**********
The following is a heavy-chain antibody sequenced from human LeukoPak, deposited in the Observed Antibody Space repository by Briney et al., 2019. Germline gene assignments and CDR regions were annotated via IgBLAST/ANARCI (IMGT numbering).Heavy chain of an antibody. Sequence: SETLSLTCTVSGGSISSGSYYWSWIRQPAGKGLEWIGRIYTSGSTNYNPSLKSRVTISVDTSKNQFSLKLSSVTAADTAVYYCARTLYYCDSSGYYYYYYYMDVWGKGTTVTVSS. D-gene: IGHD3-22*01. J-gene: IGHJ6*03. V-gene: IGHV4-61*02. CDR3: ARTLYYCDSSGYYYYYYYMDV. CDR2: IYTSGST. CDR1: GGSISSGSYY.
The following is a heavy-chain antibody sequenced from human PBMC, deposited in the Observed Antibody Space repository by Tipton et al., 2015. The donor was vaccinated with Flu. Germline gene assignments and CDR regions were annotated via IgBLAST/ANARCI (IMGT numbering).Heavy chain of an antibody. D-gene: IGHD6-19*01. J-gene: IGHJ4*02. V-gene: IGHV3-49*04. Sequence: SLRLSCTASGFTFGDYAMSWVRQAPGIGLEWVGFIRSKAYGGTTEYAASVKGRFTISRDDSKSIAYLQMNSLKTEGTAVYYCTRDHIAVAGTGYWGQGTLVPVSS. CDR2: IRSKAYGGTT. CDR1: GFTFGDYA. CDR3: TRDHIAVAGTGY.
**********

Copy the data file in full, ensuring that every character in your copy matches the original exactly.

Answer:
The following is a heavy-chain antibody sequenced from human LeukoPak, deposited in the Observed Antibody Space repository by Briney et al., 2019. Germline gene assignments and CDR regions were annotated via IgBLAST/ANARCI (IMGT numbering).Heavy chain of an antibody. Sequence: SETLSLTCTVSGGSISSGSYYWSWIRQPAGKGLEWIGRIYTSGSTNYNPSLKSRVTISVDTSKNQFSLKLSSVTAADTAVYYCARTLYYCDSSGYYYYYYYMDVWGKGTTVTVSS. D-gene: IGHD3-22*01. J-gene: IGHJ6*03. V-gene: IGHV4-61*02. CDR3: ARTLYYCDSSGYYYYYYYMDV. CDR2: IYTSGST. CDR1: GGSISSGSYY.
The following is a heavy-chain antibody sequenced from human PBMC, deposited in the Observed Antibody Space repository by Tipton et al., 2015. The donor was vaccinated with Flu. Germline gene assignments and CDR regions were annotated via IgBLAST/ANARCI (IMGT numbering).Heavy chain of an antibody. D-gene: IGHD6-19*01. J-gene: IGHJ4*02. V-gene: IGHV3-49*04. Sequence: SLRLSCTASGFTFGDYAMSWVRQAPGIGLEWVGFIRSKAYGGTTEYAASVKGRFTISRDDSKSIAYLQMNSLKTEGTAVYYCTRDHIAVAGTGYWGQGTLVPVSS. CDR2: IRSKAYGGTT. CDR1: GFTFGDYA. CDR3: TRDHIAVAGTGY.